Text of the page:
JHU will give the government another chance

champika_Ranawaka_0Deputy Secretary of the Jathika Hela Urumaya (JHU), Udaya Gammanpila, in an interview with Ceylon Today, says the JHU will give the government another chance.

Excerpts:By Shalika Wimalasena

Q:
Can you outline the JHU’s present stand?

A: We always take the side of the people. We gave up positions in the government to ensure the people’s success. We don’t have any hatred towards the government.

Q:
Did the government ill-treat the JHU?

A: No. We were treated well. This is not a move taken due to disappointment over treatment.

Q:
You will soon have to use public transport if you continue this.
A: It doesn’t matter. Minister Champika and I don’t own private vehicles.

Q:
Why do you still say that you will remain in the government and fight?
A: We have a number of options. The most practical option is keep exerting pressure on the UPFA Government, which has two-thirds power to introduce reforms.

Q:
Do you mean that you will give it another chance?
A: Yes, we have given another chance to the government to change.

Q:
Does that mean that it is alright if the government changes?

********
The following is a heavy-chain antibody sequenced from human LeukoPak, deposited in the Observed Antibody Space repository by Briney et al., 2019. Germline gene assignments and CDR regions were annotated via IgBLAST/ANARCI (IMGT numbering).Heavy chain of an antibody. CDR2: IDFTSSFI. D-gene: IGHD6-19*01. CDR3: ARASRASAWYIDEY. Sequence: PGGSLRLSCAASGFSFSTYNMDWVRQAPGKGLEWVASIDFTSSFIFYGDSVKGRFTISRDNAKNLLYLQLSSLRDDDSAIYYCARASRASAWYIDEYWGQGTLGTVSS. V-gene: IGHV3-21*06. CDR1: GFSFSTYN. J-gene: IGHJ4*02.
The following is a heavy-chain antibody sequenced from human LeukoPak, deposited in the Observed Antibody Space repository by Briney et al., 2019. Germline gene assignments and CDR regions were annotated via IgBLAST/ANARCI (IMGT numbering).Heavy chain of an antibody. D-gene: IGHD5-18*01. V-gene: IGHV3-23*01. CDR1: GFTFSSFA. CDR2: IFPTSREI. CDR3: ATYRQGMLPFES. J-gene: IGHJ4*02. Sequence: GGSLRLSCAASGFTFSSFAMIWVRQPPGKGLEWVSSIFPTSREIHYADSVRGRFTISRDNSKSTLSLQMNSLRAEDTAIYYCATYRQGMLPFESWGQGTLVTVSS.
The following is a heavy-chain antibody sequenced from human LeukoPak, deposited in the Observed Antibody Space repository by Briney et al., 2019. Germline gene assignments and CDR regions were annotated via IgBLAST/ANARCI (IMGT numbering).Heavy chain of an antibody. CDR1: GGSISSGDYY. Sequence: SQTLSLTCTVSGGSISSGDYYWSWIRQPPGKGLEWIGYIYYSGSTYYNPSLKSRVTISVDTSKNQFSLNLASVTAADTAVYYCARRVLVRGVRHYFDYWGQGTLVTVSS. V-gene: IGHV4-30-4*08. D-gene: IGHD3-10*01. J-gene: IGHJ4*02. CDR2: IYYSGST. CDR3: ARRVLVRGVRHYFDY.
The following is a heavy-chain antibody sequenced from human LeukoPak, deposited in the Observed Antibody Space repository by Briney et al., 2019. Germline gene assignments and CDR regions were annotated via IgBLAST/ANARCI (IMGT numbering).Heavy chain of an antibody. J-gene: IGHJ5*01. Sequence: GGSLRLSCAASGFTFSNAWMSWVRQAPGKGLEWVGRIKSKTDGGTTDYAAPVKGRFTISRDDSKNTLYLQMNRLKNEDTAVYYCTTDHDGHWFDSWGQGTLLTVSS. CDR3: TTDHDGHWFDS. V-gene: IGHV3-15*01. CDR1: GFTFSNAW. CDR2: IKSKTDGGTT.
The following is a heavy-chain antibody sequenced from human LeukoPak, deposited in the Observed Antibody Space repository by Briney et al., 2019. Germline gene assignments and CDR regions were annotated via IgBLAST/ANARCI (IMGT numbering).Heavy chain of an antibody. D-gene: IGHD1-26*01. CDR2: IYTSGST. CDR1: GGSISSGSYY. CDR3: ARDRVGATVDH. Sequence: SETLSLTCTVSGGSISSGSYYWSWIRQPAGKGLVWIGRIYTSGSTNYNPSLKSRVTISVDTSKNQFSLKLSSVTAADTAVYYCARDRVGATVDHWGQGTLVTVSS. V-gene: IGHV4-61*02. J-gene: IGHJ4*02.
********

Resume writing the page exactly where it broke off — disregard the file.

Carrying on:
A: The government has faults. It is not willing to amend the Constitution that gives dictatorial powers to the President and that is detrimental to good governance. We are ready to support it if it is ready to do away with that system.

Q:
What if the government is not ready to correct itself?
A: We have to seek alternatives.

Q:
As the Presidential Election will be held in the near future, will you be compelled to sign an agreement on the reforms that will be introduced after the election?
A: No. Otherwise there will be no difference between the Opposition common candidate and President Mahinda Rajapaksa. We are trying to get him do this as he has two-thirds majority in Parliament. If he says he will do it after the election, it will become another pledge. The other candidate has also made a pledge. But, Mahinda Rajapaksa has made this pledge in both 2005 and 2010. Albert Einstein said, doing the same thing over and over again and expecting different results is insanity. We do not like to be insane. He still has time. He can amend the Constitution before the nominations close.